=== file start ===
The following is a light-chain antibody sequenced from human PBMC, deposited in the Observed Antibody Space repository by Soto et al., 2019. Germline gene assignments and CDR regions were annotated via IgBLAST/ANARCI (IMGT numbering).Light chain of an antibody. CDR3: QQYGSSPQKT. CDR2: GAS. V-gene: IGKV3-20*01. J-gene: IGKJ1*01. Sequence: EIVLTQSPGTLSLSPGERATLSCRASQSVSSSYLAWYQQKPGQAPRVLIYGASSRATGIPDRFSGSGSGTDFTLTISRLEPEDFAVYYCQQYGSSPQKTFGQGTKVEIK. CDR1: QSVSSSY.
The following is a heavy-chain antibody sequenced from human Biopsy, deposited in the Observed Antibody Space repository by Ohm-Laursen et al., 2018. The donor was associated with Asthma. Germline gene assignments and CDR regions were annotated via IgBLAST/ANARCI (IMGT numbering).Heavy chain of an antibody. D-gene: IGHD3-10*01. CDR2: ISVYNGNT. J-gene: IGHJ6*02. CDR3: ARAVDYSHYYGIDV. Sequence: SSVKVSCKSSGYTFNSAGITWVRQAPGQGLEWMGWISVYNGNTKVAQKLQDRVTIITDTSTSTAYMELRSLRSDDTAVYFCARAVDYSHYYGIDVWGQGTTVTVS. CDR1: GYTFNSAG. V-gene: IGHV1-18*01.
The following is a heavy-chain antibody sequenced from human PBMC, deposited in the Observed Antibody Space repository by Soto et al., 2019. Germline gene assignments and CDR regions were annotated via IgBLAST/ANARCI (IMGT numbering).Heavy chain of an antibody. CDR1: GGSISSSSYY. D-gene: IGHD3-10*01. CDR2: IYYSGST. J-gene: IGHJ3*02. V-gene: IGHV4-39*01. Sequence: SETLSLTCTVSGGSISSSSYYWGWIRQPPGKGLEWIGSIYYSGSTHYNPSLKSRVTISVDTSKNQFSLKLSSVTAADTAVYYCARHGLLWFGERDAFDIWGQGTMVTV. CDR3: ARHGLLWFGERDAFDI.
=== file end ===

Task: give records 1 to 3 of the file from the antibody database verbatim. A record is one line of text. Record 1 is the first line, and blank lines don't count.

The following is a light-chain antibody sequenced from human PBMC, deposited in the Observed Antibody Space repository by Soto et al., 2019. Germline gene assignments and CDR regions were annotated via IgBLAST/ANARCI (IMGT numbering).Light chain of an antibody. CDR3: QQYGSSPQKT. CDR2: GAS. V-gene: IGKV3-20*01. J-gene: IGKJ1*01. Sequence: EIVLTQSPGTLSLSPGERATLSCRASQSVSSSYLAWYQQKPGQAPRVLIYGASSRATGIPDRFSGSGSGTDFTLTISRLEPEDFAVYYCQQYGSSPQKTFGQGTKVEIK. CDR1: QSVSSSY.
The following is a heavy-chain antibody sequenced from human Biopsy, deposited in the Observed Antibody Space repository by Ohm-Laursen et al., 2018. The donor was associated with Asthma. Germline gene assignments and CDR regions were annotated via IgBLAST/ANARCI (IMGT numbering).Heavy chain of an antibody. D-gene: IGHD3-10*01. CDR2: ISVYNGNT. J-gene: IGHJ6*02. CDR3: ARAVDYSHYYGIDV. Sequence: SSVKVSCKSSGYTFNSAGITWVRQAPGQGLEWMGWISVYNGNTKVAQKLQDRVTIITDTSTSTAYMELRSLRSDDTAVYFCARAVDYSHYYGIDVWGQGTTVTVS. CDR1: GYTFNSAG. V-gene: IGHV1-18*01.
The following is a heavy-chain antibody sequenced from human PBMC, deposited in the Observed Antibody Space repository by Soto et al., 2019. Germline gene assignments and CDR regions were annotated via IgBLAST/ANARCI (IMGT numbering).Heavy chain of an antibody. CDR1: GGSISSSSYY. D-gene: IGHD3-10*01. CDR2: IYYSGST. J-gene: IGHJ3*02. V-gene: IGHV4-39*01. Sequence: SETLSLTCTVSGGSISSSSYYWGWIRQPPGKGLEWIGSIYYSGSTHYNPSLKSRVTISVDTSKNQFSLKLSSVTAADTAVYYCARHGLLWFGERDAFDIWGQGTMVTV. CDR3: ARHGLLWFGERDAFDI.